std::legendre, std::legendref and std::legendrel functions in C++17

The legendre , legendref and legendrel are built functions in C++ STL that are used to compute the value of unassociated polynomials of degree n and argument x. Value of order-n unassociated Legendre Polynomial of x is given by :

      \[         \ P_{n}(x)= \frac{1}{2^{n}n!}\frac{d^{n}}{dx^{n}}(x^{2}-1)^{n}      \]

The first few Legendre polynomials are

      \[      Legendre(0,x)= 1 \]  \[      Legendre(1,x)= x \]  \[      Legendre(2,x)= \frac{1}{2} ( 3x^{2}-1 ) \] \[      Legendre(3,x)= \frac{1}{2} ( 5x^{3}-3x ) \]

Syntax:

double legendre( unsigned int n, double x )
             or 
double legendre( unsigned int n, float x )
             or 
double legendre( unsigned int n, long double x )
             or
float legendref( unsigned int n, float x )
             or
long double legendrel( unsigned int n, long double x )

Parameters: The function accepts two mandatory parameters which are described below:

  • n: it specifies the degree of the polynomial.
  • x: it specifies the argument which denotes a value of a floating-point or integral type

Return Value: The function returns the value of order-n unassociated Legendre Polynomial for argument x. The return type depends on the parameters passed.

Note: The function runs in and above C++ 17(7.1).

Below program illustrates the above mentioned functions:

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// C++ program to illustrate the above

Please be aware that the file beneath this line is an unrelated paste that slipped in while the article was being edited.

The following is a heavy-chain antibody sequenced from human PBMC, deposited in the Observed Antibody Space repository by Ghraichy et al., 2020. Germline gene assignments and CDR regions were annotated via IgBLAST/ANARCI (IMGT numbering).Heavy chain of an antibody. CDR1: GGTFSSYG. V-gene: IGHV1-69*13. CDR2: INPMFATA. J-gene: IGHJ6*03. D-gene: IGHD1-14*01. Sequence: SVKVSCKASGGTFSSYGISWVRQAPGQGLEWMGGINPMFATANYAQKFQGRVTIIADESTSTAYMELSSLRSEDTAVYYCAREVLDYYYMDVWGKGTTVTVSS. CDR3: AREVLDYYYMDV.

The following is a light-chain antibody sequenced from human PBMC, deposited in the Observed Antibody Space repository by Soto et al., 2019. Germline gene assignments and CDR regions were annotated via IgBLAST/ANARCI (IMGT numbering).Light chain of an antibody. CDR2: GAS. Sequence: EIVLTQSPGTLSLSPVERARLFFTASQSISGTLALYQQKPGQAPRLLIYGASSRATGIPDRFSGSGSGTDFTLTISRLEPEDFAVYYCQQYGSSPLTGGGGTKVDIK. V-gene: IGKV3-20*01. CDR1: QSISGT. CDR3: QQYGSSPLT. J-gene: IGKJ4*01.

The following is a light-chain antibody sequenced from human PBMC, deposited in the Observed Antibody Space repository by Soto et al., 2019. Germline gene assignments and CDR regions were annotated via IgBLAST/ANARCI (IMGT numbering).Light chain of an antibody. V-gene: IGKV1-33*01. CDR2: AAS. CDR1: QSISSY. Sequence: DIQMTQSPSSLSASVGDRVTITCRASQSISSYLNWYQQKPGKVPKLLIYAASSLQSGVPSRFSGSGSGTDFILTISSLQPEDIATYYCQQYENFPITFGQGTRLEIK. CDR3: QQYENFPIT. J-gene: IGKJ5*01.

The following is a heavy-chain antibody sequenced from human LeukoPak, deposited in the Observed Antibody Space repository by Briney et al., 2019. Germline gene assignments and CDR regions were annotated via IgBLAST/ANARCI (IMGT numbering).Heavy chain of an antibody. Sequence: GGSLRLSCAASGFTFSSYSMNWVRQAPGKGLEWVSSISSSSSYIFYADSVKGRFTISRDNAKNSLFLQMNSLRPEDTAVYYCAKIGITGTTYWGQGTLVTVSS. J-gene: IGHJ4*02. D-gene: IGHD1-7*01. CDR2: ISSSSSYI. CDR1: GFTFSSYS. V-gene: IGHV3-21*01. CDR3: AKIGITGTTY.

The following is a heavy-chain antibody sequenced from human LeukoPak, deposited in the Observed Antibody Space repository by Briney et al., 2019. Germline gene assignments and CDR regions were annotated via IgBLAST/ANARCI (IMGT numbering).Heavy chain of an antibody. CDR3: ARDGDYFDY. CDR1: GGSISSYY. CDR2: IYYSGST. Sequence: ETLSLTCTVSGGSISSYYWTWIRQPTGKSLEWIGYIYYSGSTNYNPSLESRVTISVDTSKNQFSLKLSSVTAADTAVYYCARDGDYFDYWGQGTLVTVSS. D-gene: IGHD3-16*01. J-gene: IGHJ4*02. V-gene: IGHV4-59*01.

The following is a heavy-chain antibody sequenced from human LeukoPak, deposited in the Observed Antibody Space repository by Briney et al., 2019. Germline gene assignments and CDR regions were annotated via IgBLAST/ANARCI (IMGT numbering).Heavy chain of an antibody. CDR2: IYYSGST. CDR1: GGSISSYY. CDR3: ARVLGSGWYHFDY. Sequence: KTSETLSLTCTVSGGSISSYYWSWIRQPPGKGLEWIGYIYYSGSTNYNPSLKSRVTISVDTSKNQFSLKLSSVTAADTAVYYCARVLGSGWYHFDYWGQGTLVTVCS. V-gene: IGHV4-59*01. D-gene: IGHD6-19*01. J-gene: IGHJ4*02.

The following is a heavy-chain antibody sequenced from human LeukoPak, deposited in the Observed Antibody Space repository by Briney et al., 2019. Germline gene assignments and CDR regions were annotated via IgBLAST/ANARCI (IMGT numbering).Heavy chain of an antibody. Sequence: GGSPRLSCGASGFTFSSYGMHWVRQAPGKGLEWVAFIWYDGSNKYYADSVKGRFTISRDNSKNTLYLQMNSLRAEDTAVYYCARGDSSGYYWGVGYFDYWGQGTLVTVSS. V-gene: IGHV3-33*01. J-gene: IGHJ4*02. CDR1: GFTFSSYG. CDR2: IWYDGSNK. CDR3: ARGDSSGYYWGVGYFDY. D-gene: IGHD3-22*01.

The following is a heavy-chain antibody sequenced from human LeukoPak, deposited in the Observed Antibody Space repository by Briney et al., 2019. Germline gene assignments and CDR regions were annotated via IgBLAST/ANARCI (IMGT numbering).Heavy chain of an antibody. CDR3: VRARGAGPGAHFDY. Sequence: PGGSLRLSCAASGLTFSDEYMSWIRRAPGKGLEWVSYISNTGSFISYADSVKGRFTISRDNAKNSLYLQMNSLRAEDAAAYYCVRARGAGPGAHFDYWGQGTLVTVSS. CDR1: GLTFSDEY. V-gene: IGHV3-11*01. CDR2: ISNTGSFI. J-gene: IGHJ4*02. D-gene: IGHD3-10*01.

// mentioned three functions
#include <cmath> 
#include <iostream>
using namespace std;
int main()
{
    // int and double as parameter 
    cout << "legendre(2,0.3)= " << legendre(2,0.3);
      
    //  x as double type parameter
    cout << "\nlegendre(3,(double)0.4)=" << legendre(3,(double)0.4);
      
     // x as float 
     cout << "\nlegendre(3,(float)0.4)= " << legendre(3,(float)0.4);
  
    //  legendref 
    cout << "\nlegendref(3, 0.45)= " << legendref(3, 0.45);
  
    // legendrel
    cout << "\nlegendrel(7, 0.50)= " << legendrel(7, 0.50);
      
    return 0;
}

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Errors and Exceptions: The function throws an error on three cases which is described below:

  • If the argument is NaN, NaN is returned and domain error is not reported
  • The function is not required to be defined for |x|>1
  • If n is greater or equal than 128, the behavior is implementation-defined

Below programs illustrate the above errors:

Program 1:

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// C++ program to illustrate the above 
// mentioned three functions
// domain error
#include <cmath> 
#include <iostream>
using namespace std;
int main()
{
    // int and double as parameter 
    cout << "legendre(129, 2)= " << legendre(129, 2);
          
    return 0;
}

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Output:

terminate called after throwing an instance of 'std::domain_error'
  what():  Argument out of range in __poly_legendre_p.
legendre(129, 2)=

Program 2:

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// C++ program to illustrate the above 
// mentioned three functions
// when x is NaN
#include <cmath> 
#include <iostream>
using namespace std;
int main()
{
    // int and double as parameter 
    cout << "legendre(129, NaN)= " << legendre(129, sqrt(-2));
      
    return 0;
}

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Output:

legendre(129, NaN)= nan

Program 3:

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code

// C++ program to illustrate the above 
// mentioned three functions
// domain error
#include <cmath> 
#include <iostream>
using namespace std;
int main()
{
    // int and double as parameter 
    cout << "legendre(129, 2)= " << legendre(129, 2);
      
    return 0;
}

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Output:

terminate called after throwing an instance of 'std::domain_error'
  what():  Argument out of range in __poly_legendre_p.


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